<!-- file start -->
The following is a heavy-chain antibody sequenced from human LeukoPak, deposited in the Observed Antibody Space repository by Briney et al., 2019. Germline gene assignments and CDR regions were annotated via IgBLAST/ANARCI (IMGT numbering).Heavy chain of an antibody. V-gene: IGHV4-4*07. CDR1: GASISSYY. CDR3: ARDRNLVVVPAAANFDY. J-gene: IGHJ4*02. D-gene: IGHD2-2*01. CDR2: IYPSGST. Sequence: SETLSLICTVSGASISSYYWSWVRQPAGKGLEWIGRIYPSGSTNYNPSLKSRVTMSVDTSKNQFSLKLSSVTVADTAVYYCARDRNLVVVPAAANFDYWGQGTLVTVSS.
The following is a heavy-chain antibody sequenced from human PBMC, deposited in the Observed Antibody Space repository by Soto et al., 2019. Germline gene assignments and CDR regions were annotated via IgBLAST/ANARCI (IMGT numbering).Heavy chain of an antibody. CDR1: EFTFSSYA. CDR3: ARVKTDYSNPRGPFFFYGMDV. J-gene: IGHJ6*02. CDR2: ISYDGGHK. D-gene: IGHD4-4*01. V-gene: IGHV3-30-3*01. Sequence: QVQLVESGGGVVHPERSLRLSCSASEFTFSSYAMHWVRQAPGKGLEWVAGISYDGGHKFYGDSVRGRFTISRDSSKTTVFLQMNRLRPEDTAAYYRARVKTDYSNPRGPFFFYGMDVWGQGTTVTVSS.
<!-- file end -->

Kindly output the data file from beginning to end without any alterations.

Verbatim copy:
The following is a heavy-chain antibody sequenced from human LeukoPak, deposited in the Observed Antibody Space repository by Briney et al., 2019. Germline gene assignments and CDR regions were annotated via IgBLAST/ANARCI (IMGT numbering).Heavy chain of an antibody. V-gene: IGHV4-4*07. CDR1: GASISSYY. CDR3: ARDRNLVVVPAAANFDY. J-gene: IGHJ4*02. D-gene: IGHD2-2*01. CDR2: IYPSGST. Sequence: SETLSLICTVSGASISSYYWSWVRQPAGKGLEWIGRIYPSGSTNYNPSLKSRVTMSVDTSKNQFSLKLSSVTVADTAVYYCARDRNLVVVPAAANFDYWGQGTLVTVSS.
The following is a heavy-chain antibody sequenced from human PBMC, deposited in the Observed Antibody Space repository by Soto et al., 2019. Germline gene assignments and CDR regions were annotated via IgBLAST/ANARCI (IMGT numbering).Heavy chain of an antibody. CDR1: EFTFSSYA. CDR3: ARVKTDYSNPRGPFFFYGMDV. J-gene: IGHJ6*02. CDR2: ISYDGGHK. D-gene: IGHD4-4*01. V-gene: IGHV3-30-3*01. Sequence: QVQLVESGGGVVHPERSLRLSCSASEFTFSSYAMHWVRQAPGKGLEWVAGISYDGGHKFYGDSVRGRFTISRDSSKTTVFLQMNRLRPEDTAAYYRARVKTDYSNPRGPFFFYGMDVWGQGTTVTVSS.